Language of Love (Flavor of the Week)

The Fallen Angel by Luis Royo

The Fallen Angel by Luis Royo

Language of Love: Heart of Creativity

This is the third and final installment in the three part series (Part One & Part Two). The inspiration for the entire series came from articles I read on the Creative Crisis occurring in America and the debates on whether a heightened focus on STEM education and standardized testing helps or hinders the next generation of workers in the United States. The Creative Crisis first gained popularity due to a 2010 NewsWeek article which thoroughly covers the contribution and importance of creativity, not only to the workforce but also for the development/growth of individuals and society as a whole.

Quick Overview: a Professor named E. Paul Torrance designed a creativity test back in the 1950’s. Much like the IQ test, Torrance’s creativity test was given to elementary school kids but instead of testing for intelligence (IQ) his test measured their levels of creativity. Over the years it was discovered that Torrance’s test had a three times stronger predictability on lifetime creative accomplishments, from childhood to adulthood, in comparison to the IQ test. This meant if you scored strong on Torrance’s test as a child then you were more likely to become an entrepreneur, doctor, inventor, college president, author, software developer or diplomat when you became an adult. So as you can imagine, Torrance’s test became viewed as a valued asset though oddly enough, still does not hold the same cachet as the IQ test.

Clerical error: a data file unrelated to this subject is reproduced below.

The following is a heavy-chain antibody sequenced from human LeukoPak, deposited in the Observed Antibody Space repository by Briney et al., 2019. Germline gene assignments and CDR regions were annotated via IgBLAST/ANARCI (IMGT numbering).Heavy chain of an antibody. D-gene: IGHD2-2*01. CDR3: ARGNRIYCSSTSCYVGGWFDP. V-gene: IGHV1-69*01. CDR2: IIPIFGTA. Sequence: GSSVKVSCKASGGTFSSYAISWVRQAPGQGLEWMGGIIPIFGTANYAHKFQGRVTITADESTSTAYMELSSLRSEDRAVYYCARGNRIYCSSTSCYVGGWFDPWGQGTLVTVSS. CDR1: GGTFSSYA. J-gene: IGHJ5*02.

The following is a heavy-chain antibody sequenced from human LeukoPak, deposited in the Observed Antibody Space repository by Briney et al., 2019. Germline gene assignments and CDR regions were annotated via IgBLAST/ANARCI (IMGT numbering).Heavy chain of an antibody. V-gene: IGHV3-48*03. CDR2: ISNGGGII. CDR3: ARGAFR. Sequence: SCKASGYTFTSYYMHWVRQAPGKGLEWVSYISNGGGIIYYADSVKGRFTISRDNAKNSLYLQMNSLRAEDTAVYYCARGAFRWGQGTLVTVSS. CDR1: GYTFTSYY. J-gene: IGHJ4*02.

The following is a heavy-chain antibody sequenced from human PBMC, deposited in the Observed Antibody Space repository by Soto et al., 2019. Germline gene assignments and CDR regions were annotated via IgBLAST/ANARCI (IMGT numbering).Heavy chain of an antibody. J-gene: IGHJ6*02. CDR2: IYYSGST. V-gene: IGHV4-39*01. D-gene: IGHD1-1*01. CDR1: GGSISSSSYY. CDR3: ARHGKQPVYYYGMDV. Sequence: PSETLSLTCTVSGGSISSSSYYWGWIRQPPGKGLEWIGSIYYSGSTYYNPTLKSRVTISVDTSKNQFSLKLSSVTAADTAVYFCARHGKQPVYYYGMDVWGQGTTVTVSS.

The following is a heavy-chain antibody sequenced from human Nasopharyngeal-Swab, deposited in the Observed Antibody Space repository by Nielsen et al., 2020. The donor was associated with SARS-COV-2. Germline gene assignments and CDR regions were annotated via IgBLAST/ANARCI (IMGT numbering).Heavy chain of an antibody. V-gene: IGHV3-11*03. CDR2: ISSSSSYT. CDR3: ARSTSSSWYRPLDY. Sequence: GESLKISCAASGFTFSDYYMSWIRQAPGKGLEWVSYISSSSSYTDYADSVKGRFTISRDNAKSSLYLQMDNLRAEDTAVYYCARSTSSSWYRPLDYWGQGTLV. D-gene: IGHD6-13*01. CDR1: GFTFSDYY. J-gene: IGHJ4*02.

But the major issue this NewsWeek article brings to our attention is since 1990 the creativity score for Americans has been dropping. This is significant because creativity is not only essential to the business world but is also crucial to solving a variety of global issues (poverty, hunger, war, health). This same article mentions how creativity was rated the #1 leadership trait in an IBM poll conducted on 1,500 CEO’s. Novel ideas are the new currency in an emerging Creative Age but while Europe and China are restructuring their childhood education models to promote creativity/creative thought, America, on the contrary, has turned to STEM.

STEM education is being promoted in our school system because these disciplines (science, technology, engineering & math) are seen to be most applicable in the real world. Students who are strong in these fields are thought to have the greatest chance of success once they graduate college and head into the workforce. The problem with this thought process is only 1/4 of STEM graduates end up in a career that necessitates heavy STEM study. And on top of that, less than half of all workers in STEM related occupations actually have STEM oriented degrees. There is an obvious and profound reason for this discrepancy…

The greatest scientist are artist as well – Albert Einstein